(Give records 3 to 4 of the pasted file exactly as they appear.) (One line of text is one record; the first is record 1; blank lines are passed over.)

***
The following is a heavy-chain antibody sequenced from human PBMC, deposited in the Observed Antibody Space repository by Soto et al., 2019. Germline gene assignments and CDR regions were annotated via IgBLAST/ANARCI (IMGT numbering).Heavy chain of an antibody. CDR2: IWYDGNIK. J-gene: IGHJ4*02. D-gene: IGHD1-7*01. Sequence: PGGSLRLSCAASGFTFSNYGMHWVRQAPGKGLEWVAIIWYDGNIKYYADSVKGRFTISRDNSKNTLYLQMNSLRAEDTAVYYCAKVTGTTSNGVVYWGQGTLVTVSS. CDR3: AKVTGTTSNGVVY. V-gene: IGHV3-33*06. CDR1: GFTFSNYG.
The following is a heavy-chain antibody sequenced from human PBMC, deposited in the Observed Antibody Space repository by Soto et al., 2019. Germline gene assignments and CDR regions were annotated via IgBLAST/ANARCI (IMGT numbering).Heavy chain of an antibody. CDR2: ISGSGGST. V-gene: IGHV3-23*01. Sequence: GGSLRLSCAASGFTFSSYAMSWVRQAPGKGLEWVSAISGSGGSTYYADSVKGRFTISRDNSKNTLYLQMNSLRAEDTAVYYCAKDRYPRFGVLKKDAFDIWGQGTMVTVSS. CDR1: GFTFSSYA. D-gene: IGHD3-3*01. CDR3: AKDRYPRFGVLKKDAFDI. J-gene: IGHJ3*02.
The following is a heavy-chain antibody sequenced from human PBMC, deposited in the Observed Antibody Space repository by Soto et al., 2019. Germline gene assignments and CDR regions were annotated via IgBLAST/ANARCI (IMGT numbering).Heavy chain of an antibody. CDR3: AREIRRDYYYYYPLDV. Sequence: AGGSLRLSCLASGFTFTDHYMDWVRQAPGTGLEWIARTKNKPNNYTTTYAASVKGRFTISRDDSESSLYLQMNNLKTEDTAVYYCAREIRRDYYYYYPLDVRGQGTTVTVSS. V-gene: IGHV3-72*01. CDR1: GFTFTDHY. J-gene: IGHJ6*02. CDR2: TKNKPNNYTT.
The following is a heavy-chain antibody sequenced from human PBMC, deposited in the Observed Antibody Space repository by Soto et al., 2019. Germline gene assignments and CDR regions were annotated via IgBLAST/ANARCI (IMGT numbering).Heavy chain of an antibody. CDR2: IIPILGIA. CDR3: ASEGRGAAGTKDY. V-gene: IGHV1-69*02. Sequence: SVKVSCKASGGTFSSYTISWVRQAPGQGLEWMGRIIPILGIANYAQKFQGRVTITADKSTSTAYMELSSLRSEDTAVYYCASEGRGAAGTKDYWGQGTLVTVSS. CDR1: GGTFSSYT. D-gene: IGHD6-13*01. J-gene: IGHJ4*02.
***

The following is a heavy-chain antibody sequenced from human PBMC, deposited in the Observed Antibody Space repository by Soto et al., 2019. Germline gene assignments and CDR regions were annotated via IgBLAST/ANARCI (IMGT numbering).Heavy chain of an antibody. CDR3: AREIRRDYYYYYPLDV. Sequence: AGGSLRLSCLASGFTFTDHYMDWVRQAPGTGLEWIARTKNKPNNYTTTYAASVKGRFTISRDDSESSLYLQMNNLKTEDTAVYYCAREIRRDYYYYYPLDVRGQGTTVTVSS. V-gene: IGHV3-72*01. CDR1: GFTFTDHY. J-gene: IGHJ6*02. CDR2: TKNKPNNYTT.
The following is a heavy-chain antibody sequenced from human PBMC, deposited in the Observed Antibody Space repository by Soto et al., 2019. Germline gene assignments and CDR regions were annotated via IgBLAST/ANARCI (IMGT numbering).Heavy chain of an antibody. CDR2: IIPILGIA. CDR3: ASEGRGAAGTKDY. V-gene: IGHV1-69*02. Sequence: SVKVSCKASGGTFSSYTISWVRQAPGQGLEWMGRIIPILGIANYAQKFQGRVTITADKSTSTAYMELSSLRSEDTAVYYCASEGRGAAGTKDYWGQGTLVTVSS. CDR1: GGTFSSYT. D-gene: IGHD6-13*01. J-gene: IGHJ4*02.